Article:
It can be hard to impose order on the creative process, particularly when working in groups. Mural.ly, a new collaboration platform based in Buenos Aires, operates on the notion that order is overrated, and sometimes what you need is a big, messy page filled with inspiring ideas.
A sort of cross between presentation platform Prezi and Pinterest, Mural.ly is a “flexible content format” that lets users gather videos, pictures, text, and other bits of content onto a stretchable virtual canvas they can share with others. Digital Post-its and layering tools allow users to provide context to the materials, which can come from the web, a user’s computer, or an external drive. Once the materials are collected, Mural.ly can help organize them into presentations (unlike Lexi, presentations on Mural.ly are more of an added feature than a primary function).
Mariano Suarez Battan, founder and CEO of Mural.ly, originally developed the site as a platform for developing video games, but considers it a useful tool for anyone looking to collaborate on an idea. Before Mural.ly, Battan founded gaming shop Three Melons, which in 2010 was acquired by Playdom (which was later acquired by Disney).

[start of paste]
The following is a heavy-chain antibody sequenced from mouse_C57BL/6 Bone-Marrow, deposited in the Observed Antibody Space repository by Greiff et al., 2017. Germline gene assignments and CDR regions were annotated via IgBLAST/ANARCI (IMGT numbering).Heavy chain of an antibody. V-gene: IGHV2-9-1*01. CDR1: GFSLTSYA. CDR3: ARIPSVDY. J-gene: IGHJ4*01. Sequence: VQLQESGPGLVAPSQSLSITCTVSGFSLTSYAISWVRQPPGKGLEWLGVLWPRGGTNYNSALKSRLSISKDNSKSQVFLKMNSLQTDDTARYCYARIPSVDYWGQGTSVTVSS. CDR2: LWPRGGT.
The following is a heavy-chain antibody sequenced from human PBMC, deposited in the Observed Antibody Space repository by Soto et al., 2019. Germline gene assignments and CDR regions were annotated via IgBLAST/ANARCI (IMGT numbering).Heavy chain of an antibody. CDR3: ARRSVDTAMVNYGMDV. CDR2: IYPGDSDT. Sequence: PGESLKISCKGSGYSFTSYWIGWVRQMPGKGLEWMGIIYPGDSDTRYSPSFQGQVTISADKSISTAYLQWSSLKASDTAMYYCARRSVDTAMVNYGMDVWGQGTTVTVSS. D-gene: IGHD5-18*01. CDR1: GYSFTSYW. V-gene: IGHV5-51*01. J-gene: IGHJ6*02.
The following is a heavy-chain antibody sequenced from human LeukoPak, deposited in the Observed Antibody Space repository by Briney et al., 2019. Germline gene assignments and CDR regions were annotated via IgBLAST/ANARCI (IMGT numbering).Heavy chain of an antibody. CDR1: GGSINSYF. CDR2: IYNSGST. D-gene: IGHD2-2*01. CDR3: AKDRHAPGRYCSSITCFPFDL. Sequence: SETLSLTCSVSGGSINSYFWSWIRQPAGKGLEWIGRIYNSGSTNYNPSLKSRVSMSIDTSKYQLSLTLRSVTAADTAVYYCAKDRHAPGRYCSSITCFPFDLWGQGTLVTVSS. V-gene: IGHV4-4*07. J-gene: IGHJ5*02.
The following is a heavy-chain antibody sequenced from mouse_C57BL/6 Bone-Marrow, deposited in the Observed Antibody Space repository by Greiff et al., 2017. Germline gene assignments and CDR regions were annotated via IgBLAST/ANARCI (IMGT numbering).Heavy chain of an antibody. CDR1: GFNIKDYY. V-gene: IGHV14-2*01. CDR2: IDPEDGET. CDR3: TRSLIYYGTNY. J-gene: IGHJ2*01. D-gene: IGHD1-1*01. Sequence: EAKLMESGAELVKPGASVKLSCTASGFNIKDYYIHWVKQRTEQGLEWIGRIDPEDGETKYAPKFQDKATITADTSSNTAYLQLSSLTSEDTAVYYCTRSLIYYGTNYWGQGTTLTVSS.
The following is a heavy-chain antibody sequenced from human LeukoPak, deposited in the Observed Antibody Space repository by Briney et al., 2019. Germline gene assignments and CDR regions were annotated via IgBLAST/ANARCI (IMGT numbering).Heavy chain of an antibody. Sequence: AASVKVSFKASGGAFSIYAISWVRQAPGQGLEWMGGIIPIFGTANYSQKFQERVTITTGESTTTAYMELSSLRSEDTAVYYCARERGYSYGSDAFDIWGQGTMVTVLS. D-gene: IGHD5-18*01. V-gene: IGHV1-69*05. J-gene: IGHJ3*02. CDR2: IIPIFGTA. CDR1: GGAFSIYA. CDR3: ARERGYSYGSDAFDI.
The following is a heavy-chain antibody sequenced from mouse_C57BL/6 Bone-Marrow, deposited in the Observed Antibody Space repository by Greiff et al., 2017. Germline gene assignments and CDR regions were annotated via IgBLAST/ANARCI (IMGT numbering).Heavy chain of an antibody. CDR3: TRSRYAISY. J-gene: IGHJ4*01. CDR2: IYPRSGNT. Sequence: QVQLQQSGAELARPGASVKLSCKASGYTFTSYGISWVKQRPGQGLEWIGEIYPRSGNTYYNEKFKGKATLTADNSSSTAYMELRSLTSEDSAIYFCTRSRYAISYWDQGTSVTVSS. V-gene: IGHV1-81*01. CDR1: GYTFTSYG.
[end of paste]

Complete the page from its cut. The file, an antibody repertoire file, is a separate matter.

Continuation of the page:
“I’m always looking for interesting ideas in videos and art that inspire me around games, and I would store all this information in different data silos, like Pinterest or Delicious,” he said. “At some point I realized I needed to put all these together in one flexible space that would allow me to make a mental, cognitive map of the different pieces of my ideas.”
Unlike most collaboration platforms courting agency or brand creatives, Mural.ly encourages its users to share their ideas with everyone on the site. “We want to promote open-source ideas,” said Battan. Unless users indicate otherwise, their canvases can be viewed by anyone on Mural.ly, though only designated people can make changes. Users who choose not to make their canvases public at all can restrict access to certain members via privacy settings.
Mural.ly, which was founded in November 2011 and consists of 10 employees, went live last week, and is currently free to users thanks to a $775,000 round of financing. Battan says Mural.ly will eventually make its money by charging users who want to maintain private accounts. He is also hoping to strike deals with companies like Dropbox or Google that will make it easier to import content from their sites.